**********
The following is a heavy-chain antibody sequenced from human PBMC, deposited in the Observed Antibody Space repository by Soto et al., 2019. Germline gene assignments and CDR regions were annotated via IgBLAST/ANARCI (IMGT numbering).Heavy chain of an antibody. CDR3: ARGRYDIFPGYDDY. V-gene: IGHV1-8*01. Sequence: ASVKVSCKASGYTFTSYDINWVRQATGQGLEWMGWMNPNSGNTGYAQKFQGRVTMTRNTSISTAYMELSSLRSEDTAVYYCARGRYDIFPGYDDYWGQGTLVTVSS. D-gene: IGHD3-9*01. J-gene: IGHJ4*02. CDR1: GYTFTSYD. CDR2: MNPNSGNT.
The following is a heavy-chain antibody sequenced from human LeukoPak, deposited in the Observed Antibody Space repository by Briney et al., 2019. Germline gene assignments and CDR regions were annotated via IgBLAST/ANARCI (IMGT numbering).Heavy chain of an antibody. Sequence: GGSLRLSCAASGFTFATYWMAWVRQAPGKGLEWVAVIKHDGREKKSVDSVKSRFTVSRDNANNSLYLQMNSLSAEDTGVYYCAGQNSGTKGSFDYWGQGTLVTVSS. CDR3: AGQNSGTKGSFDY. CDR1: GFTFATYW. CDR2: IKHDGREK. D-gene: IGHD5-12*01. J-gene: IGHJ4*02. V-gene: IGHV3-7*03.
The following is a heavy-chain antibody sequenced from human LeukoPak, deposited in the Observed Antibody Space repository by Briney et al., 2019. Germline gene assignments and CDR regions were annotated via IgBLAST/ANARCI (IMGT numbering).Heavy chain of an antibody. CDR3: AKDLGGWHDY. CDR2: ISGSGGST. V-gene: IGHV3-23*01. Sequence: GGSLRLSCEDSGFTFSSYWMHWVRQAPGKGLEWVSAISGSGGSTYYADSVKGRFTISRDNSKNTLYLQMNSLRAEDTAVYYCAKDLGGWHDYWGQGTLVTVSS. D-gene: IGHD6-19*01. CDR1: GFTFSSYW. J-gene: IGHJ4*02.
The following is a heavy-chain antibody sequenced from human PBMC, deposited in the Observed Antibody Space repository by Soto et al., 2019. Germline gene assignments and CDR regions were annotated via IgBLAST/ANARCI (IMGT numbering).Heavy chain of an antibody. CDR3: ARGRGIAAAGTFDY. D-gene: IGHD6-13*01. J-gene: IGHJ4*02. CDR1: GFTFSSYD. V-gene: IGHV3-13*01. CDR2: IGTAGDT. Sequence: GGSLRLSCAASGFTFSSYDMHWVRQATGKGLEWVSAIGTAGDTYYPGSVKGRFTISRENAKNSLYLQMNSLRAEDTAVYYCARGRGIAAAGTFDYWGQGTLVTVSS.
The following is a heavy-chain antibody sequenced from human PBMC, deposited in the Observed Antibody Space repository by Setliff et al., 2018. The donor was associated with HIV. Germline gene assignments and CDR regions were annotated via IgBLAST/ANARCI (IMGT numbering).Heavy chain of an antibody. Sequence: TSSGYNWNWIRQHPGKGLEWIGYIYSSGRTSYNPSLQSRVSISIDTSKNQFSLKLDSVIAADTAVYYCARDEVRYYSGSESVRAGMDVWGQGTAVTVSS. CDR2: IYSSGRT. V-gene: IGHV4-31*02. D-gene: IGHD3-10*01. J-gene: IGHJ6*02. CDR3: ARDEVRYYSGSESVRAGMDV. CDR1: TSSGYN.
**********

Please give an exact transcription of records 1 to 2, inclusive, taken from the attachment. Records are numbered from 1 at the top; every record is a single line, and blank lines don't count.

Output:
The following is a heavy-chain antibody sequenced from human PBMC, deposited in the Observed Antibody Space repository by Soto et al., 2019. Germline gene assignments and CDR regions were annotated via IgBLAST/ANARCI (IMGT numbering).Heavy chain of an antibody. CDR3: ARGRYDIFPGYDDY. V-gene: IGHV1-8*01. Sequence: ASVKVSCKASGYTFTSYDINWVRQATGQGLEWMGWMNPNSGNTGYAQKFQGRVTMTRNTSISTAYMELSSLRSEDTAVYYCARGRYDIFPGYDDYWGQGTLVTVSS. D-gene: IGHD3-9*01. J-gene: IGHJ4*02. CDR1: GYTFTSYD. CDR2: MNPNSGNT.
The following is a heavy-chain antibody sequenced from human LeukoPak, deposited in the Observed Antibody Space repository by Briney et al., 2019. Germline gene assignments and CDR regions were annotated via IgBLAST/ANARCI (IMGT numbering).Heavy chain of an antibody. Sequence: GGSLRLSCAASGFTFATYWMAWVRQAPGKGLEWVAVIKHDGREKKSVDSVKSRFTVSRDNANNSLYLQMNSLSAEDTGVYYCAGQNSGTKGSFDYWGQGTLVTVSS. CDR3: AGQNSGTKGSFDY. CDR1: GFTFATYW. CDR2: IKHDGREK. D-gene: IGHD5-12*01. J-gene: IGHJ4*02. V-gene: IGHV3-7*03.